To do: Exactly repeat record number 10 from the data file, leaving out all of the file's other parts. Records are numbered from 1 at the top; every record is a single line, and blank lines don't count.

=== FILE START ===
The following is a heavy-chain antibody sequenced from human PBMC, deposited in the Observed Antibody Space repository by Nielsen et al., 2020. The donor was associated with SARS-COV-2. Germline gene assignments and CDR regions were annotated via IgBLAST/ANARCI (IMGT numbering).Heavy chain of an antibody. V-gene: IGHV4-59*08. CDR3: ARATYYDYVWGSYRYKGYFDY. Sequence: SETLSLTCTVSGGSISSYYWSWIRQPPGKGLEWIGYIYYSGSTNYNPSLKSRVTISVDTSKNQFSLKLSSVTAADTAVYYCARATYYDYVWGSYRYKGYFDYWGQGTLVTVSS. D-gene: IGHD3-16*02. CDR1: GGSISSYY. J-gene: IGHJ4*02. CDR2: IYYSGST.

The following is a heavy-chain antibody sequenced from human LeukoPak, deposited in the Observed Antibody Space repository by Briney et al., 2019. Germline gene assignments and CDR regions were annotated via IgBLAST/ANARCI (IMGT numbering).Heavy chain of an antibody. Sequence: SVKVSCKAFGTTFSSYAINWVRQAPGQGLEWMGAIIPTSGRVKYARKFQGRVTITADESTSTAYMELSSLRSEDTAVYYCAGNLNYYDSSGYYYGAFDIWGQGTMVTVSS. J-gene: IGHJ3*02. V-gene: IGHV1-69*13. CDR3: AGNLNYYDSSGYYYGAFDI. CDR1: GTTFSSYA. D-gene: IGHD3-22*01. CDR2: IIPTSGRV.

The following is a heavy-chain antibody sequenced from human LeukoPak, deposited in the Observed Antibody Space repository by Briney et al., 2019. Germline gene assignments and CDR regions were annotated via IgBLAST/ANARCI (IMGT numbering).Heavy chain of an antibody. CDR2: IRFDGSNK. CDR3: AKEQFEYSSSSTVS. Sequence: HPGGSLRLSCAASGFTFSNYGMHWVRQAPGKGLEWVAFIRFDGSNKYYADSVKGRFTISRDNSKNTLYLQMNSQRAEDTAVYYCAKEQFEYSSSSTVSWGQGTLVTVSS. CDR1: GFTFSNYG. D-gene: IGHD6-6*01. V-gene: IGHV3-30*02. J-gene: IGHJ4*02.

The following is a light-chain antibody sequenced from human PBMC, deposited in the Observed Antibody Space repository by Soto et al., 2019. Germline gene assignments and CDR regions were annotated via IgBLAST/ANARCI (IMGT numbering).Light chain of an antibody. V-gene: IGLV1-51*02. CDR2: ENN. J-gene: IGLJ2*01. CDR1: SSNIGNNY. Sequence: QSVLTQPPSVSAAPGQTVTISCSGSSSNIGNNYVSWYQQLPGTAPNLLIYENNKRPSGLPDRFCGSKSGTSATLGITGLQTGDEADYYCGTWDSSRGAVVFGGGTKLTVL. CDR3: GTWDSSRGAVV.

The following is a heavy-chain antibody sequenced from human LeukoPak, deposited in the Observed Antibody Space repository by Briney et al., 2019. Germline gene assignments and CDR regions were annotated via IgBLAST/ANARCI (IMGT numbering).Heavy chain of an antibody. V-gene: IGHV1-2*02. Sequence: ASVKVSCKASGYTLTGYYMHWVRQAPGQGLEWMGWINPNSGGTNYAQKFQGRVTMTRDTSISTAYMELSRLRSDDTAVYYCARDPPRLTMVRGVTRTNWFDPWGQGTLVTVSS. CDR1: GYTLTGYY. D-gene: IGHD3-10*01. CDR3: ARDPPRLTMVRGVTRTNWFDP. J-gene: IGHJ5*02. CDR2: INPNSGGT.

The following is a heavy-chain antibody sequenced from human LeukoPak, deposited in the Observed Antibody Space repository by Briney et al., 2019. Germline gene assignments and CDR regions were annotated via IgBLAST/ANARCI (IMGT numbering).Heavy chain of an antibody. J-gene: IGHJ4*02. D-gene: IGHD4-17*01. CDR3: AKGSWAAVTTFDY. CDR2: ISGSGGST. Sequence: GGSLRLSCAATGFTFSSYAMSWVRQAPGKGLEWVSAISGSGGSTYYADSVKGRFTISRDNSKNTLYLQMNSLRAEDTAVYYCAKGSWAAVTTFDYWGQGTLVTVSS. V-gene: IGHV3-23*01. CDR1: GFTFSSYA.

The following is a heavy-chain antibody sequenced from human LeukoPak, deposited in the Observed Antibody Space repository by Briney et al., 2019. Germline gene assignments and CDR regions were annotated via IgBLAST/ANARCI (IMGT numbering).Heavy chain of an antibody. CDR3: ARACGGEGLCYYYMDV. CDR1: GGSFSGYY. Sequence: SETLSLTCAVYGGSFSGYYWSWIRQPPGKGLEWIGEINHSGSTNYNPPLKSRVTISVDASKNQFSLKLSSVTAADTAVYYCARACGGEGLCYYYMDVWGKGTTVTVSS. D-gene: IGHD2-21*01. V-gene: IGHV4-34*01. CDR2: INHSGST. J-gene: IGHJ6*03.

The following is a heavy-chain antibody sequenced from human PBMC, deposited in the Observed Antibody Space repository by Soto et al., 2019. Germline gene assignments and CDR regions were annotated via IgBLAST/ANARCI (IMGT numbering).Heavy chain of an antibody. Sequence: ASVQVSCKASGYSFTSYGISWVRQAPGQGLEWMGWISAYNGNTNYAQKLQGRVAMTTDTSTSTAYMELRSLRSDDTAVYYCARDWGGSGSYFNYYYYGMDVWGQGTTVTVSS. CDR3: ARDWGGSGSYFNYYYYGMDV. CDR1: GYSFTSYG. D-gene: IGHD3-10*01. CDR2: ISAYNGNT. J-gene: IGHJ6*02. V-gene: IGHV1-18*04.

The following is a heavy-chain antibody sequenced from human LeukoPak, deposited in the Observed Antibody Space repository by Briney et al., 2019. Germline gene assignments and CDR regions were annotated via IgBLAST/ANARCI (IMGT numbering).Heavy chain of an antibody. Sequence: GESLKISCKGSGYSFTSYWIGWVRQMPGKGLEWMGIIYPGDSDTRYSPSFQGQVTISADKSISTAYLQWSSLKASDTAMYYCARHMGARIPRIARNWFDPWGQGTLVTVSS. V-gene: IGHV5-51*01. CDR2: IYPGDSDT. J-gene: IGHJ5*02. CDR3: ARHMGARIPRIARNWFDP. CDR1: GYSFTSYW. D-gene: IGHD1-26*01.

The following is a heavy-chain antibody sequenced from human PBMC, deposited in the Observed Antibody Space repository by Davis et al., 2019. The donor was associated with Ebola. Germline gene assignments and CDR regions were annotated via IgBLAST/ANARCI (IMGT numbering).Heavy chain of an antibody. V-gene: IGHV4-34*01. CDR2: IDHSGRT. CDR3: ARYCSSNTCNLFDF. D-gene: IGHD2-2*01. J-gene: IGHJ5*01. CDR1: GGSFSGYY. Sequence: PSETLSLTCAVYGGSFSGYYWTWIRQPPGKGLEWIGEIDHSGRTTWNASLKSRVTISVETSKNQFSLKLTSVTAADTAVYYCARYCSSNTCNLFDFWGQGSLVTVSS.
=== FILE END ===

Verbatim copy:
The following is a heavy-chain antibody sequenced from human PBMC, deposited in the Observed Antibody Space repository by Davis et al., 2019. The donor was associated with Ebola. Germline gene assignments and CDR regions were annotated via IgBLAST/ANARCI (IMGT numbering).Heavy chain of an antibody. V-gene: IGHV4-34*01. CDR2: IDHSGRT. CDR3: ARYCSSNTCNLFDF. D-gene: IGHD2-2*01. J-gene: IGHJ5*01. CDR1: GGSFSGYY. Sequence: PSETLSLTCAVYGGSFSGYYWTWIRQPPGKGLEWIGEIDHSGRTTWNASLKSRVTISVETSKNQFSLKLTSVTAADTAVYYCARYCSSNTCNLFDFWGQGSLVTVSS.